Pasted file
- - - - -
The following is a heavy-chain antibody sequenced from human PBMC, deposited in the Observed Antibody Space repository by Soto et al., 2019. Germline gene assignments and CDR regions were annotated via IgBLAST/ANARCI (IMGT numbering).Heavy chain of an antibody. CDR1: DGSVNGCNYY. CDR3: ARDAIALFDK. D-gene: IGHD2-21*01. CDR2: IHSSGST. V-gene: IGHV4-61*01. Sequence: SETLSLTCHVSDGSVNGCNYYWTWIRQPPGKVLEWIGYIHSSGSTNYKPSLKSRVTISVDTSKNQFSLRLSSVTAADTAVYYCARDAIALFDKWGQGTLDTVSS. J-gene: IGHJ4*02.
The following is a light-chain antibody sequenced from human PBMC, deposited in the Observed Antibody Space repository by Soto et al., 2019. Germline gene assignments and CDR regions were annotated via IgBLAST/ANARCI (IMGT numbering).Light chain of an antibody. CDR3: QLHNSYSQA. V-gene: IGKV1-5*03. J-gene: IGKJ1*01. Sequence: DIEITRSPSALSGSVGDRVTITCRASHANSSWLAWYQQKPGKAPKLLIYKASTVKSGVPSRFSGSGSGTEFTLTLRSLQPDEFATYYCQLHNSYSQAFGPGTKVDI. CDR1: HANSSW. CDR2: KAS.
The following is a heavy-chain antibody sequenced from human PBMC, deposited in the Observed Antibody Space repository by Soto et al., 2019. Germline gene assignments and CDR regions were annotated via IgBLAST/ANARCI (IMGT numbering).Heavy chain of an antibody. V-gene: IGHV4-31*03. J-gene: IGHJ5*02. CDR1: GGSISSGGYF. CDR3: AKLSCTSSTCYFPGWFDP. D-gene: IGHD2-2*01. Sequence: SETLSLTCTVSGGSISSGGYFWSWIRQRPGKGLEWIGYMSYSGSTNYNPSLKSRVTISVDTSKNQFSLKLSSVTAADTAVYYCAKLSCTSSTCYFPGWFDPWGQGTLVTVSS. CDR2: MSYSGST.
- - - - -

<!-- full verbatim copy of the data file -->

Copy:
The following is a heavy-chain antibody sequenced from human PBMC, deposited in the Observed Antibody Space repository by Soto et al., 2019. Germline gene assignments and CDR regions were annotated via IgBLAST/ANARCI (IMGT numbering).Heavy chain of an antibody. CDR1: DGSVNGCNYY. CDR3: ARDAIALFDK. D-gene: IGHD2-21*01. CDR2: IHSSGST. V-gene: IGHV4-61*01. Sequence: SETLSLTCHVSDGSVNGCNYYWTWIRQPPGKVLEWIGYIHSSGSTNYKPSLKSRVTISVDTSKNQFSLRLSSVTAADTAVYYCARDAIALFDKWGQGTLDTVSS. J-gene: IGHJ4*02.
The following is a light-chain antibody sequenced from human PBMC, deposited in the Observed Antibody Space repository by Soto et al., 2019. Germline gene assignments and CDR regions were annotated via IgBLAST/ANARCI (IMGT numbering).Light chain of an antibody. CDR3: QLHNSYSQA. V-gene: IGKV1-5*03. J-gene: IGKJ1*01. Sequence: DIEITRSPSALSGSVGDRVTITCRASHANSSWLAWYQQKPGKAPKLLIYKASTVKSGVPSRFSGSGSGTEFTLTLRSLQPDEFATYYCQLHNSYSQAFGPGTKVDI. CDR1: HANSSW. CDR2: KAS.
The following is a heavy-chain antibody sequenced from human PBMC, deposited in the Observed Antibody Space repository by Soto et al., 2019. Germline gene assignments and CDR regions were annotated via IgBLAST/ANARCI (IMGT numbering).Heavy chain of an antibody. V-gene: IGHV4-31*03. J-gene: IGHJ5*02. CDR1: GGSISSGGYF. CDR3: AKLSCTSSTCYFPGWFDP. D-gene: IGHD2-2*01. Sequence: SETLSLTCTVSGGSISSGGYFWSWIRQRPGKGLEWIGYMSYSGSTNYNPSLKSRVTISVDTSKNQFSLKLSSVTAADTAVYYCAKLSCTSSTCYFPGWFDPWGQGTLVTVSS. CDR2: MSYSGST.